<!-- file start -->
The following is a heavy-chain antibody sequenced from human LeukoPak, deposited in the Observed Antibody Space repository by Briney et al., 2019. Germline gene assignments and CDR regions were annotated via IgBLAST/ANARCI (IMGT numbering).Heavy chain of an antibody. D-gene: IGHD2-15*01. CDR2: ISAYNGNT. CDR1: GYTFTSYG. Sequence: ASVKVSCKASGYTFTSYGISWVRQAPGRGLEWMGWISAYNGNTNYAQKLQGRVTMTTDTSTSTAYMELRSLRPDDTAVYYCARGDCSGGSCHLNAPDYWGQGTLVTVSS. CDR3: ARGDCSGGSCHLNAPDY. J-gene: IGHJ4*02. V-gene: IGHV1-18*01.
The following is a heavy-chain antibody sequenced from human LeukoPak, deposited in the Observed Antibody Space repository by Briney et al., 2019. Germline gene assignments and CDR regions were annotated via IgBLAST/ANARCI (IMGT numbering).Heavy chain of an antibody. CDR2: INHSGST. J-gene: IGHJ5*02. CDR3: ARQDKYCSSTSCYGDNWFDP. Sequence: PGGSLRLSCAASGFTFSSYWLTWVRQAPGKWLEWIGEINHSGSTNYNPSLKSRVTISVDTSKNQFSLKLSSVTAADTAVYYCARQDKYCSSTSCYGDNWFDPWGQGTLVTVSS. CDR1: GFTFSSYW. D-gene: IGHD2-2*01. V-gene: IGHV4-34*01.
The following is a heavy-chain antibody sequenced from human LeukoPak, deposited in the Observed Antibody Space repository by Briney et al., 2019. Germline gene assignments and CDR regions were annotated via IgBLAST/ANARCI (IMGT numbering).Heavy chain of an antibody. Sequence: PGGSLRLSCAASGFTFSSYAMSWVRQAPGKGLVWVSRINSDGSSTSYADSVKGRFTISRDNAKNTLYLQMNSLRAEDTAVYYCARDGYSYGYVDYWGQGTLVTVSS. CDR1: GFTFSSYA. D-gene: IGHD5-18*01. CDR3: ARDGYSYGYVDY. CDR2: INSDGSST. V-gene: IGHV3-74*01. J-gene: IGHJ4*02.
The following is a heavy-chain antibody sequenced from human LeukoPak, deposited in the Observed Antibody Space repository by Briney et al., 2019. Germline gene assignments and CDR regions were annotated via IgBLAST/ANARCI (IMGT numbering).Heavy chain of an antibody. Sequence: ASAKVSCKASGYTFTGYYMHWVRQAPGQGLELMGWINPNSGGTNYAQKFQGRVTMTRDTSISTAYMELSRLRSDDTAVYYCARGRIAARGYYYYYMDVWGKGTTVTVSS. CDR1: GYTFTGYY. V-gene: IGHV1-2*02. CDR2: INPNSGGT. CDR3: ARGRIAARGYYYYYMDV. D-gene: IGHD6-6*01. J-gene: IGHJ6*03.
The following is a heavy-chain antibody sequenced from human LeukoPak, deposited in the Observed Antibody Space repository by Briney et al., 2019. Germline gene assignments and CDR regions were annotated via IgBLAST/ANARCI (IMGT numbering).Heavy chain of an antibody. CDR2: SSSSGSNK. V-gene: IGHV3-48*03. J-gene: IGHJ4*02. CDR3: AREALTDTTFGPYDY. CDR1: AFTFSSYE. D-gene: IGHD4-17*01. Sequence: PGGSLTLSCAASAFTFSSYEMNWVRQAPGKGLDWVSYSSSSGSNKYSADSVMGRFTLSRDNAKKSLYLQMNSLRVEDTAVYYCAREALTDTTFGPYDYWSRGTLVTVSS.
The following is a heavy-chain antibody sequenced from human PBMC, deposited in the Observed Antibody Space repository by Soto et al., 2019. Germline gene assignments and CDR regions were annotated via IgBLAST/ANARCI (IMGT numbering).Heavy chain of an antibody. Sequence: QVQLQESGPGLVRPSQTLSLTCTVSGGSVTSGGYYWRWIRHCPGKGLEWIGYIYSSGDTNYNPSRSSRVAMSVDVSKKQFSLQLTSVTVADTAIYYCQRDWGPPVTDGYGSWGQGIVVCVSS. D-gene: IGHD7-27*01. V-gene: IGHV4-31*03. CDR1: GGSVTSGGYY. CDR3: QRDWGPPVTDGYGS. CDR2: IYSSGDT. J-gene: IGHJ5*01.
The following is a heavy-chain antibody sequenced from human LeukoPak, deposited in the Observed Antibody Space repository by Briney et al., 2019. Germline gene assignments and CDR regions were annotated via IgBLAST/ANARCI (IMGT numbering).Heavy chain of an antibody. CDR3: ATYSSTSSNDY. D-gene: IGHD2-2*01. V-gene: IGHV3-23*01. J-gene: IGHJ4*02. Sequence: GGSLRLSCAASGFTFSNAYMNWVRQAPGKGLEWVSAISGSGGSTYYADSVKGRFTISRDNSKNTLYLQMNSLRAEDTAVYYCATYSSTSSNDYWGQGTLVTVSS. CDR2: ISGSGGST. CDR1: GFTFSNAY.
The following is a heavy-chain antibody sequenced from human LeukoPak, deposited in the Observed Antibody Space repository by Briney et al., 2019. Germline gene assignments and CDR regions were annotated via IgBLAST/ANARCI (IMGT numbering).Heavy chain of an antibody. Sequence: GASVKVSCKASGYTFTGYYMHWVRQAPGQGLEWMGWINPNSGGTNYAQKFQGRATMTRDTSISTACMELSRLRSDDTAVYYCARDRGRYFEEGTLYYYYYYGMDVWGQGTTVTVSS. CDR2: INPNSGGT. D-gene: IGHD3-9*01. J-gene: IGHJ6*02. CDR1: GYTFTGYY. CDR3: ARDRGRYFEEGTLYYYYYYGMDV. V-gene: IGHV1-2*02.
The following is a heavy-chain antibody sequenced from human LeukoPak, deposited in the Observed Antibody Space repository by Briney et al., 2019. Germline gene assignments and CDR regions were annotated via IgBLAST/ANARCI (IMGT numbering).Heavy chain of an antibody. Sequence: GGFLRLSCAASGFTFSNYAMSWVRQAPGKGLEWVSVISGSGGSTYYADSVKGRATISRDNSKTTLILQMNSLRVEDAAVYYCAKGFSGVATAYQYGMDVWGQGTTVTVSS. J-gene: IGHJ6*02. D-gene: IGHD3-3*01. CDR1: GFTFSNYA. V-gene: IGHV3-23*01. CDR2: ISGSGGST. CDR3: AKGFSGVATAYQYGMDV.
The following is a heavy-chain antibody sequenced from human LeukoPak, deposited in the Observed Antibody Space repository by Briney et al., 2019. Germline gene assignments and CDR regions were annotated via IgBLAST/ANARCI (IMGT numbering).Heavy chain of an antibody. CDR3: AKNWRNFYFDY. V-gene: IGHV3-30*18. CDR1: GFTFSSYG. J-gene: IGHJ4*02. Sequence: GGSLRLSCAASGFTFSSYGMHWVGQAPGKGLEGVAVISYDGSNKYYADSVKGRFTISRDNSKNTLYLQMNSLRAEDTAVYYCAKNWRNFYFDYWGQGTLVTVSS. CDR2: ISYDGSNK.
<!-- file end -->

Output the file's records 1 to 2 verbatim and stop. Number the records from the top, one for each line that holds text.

The following is a heavy-chain antibody sequenced from human LeukoPak, deposited in the Observed Antibody Space repository by Briney et al., 2019. Germline gene assignments and CDR regions were annotated via IgBLAST/ANARCI (IMGT numbering).Heavy chain of an antibody. D-gene: IGHD2-15*01. CDR2: ISAYNGNT. CDR1: GYTFTSYG. Sequence: ASVKVSCKASGYTFTSYGISWVRQAPGRGLEWMGWISAYNGNTNYAQKLQGRVTMTTDTSTSTAYMELRSLRPDDTAVYYCARGDCSGGSCHLNAPDYWGQGTLVTVSS. CDR3: ARGDCSGGSCHLNAPDY. J-gene: IGHJ4*02. V-gene: IGHV1-18*01.
The following is a heavy-chain antibody sequenced from human LeukoPak, deposited in the Observed Antibody Space repository by Briney et al., 2019. Germline gene assignments and CDR regions were annotated via IgBLAST/ANARCI (IMGT numbering).Heavy chain of an antibody. CDR2: INHSGST. J-gene: IGHJ5*02. CDR3: ARQDKYCSSTSCYGDNWFDP. Sequence: PGGSLRLSCAASGFTFSSYWLTWVRQAPGKWLEWIGEINHSGSTNYNPSLKSRVTISVDTSKNQFSLKLSSVTAADTAVYYCARQDKYCSSTSCYGDNWFDPWGQGTLVTVSS. CDR1: GFTFSSYW. D-gene: IGHD2-2*01. V-gene: IGHV4-34*01.